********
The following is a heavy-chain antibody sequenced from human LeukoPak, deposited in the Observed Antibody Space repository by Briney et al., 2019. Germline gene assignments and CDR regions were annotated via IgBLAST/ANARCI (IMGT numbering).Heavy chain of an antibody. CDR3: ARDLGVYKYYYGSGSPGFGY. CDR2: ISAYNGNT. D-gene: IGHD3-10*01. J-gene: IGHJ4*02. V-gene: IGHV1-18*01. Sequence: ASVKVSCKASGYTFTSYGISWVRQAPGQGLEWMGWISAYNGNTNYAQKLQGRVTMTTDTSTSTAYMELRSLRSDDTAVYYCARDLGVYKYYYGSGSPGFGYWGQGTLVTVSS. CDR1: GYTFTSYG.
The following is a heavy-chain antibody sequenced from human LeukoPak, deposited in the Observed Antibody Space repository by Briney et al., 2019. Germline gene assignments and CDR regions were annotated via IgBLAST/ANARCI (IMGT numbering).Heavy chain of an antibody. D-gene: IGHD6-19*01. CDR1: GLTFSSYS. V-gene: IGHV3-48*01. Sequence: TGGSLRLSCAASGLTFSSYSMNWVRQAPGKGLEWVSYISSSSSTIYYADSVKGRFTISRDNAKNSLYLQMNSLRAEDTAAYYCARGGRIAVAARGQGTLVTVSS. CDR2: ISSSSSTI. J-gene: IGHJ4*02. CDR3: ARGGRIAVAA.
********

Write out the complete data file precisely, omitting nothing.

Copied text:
The following is a heavy-chain antibody sequenced from human LeukoPak, deposited in the Observed Antibody Space repository by Briney et al., 2019. Germline gene assignments and CDR regions were annotated via IgBLAST/ANARCI (IMGT numbering).Heavy chain of an antibody. CDR3: ARDLGVYKYYYGSGSPGFGY. CDR2: ISAYNGNT. D-gene: IGHD3-10*01. J-gene: IGHJ4*02. V-gene: IGHV1-18*01. Sequence: ASVKVSCKASGYTFTSYGISWVRQAPGQGLEWMGWISAYNGNTNYAQKLQGRVTMTTDTSTSTAYMELRSLRSDDTAVYYCARDLGVYKYYYGSGSPGFGYWGQGTLVTVSS. CDR1: GYTFTSYG.
The following is a heavy-chain antibody sequenced from human LeukoPak, deposited in the Observed Antibody Space repository by Briney et al., 2019. Germline gene assignments and CDR regions were annotated via IgBLAST/ANARCI (IMGT numbering).Heavy chain of an antibody. D-gene: IGHD6-19*01. CDR1: GLTFSSYS. V-gene: IGHV3-48*01. Sequence: TGGSLRLSCAASGLTFSSYSMNWVRQAPGKGLEWVSYISSSSSTIYYADSVKGRFTISRDNAKNSLYLQMNSLRAEDTAAYYCARGGRIAVAARGQGTLVTVSS. CDR2: ISSSSSTI. J-gene: IGHJ4*02. CDR3: ARGGRIAVAA.